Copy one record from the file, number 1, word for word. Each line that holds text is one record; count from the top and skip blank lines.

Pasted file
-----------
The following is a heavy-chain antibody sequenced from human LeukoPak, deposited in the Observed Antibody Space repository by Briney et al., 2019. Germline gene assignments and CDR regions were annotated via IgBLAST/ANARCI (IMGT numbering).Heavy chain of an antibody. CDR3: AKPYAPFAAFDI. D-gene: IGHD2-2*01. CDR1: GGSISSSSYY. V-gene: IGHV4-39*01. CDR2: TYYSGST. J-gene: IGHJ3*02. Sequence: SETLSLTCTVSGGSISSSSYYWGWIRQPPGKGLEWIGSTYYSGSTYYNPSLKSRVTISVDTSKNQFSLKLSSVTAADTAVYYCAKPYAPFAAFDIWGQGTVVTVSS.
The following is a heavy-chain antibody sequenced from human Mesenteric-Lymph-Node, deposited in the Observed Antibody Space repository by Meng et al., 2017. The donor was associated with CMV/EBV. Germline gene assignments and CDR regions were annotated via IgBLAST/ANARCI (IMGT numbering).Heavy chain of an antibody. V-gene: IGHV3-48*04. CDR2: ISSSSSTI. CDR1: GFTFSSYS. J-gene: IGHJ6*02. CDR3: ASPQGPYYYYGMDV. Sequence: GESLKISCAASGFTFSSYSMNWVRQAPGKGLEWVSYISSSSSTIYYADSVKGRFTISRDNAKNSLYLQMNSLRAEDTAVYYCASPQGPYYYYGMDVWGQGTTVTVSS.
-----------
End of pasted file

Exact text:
The following is a heavy-chain antibody sequenced from human LeukoPak, deposited in the Observed Antibody Space repository by Briney et al., 2019. Germline gene assignments and CDR regions were annotated via IgBLAST/ANARCI (IMGT numbering).Heavy chain of an antibody. CDR3: AKPYAPFAAFDI. D-gene: IGHD2-2*01. CDR1: GGSISSSSYY. V-gene: IGHV4-39*01. CDR2: TYYSGST. J-gene: IGHJ3*02. Sequence: SETLSLTCTVSGGSISSSSYYWGWIRQPPGKGLEWIGSTYYSGSTYYNPSLKSRVTISVDTSKNQFSLKLSSVTAADTAVYYCAKPYAPFAAFDIWGQGTVVTVSS.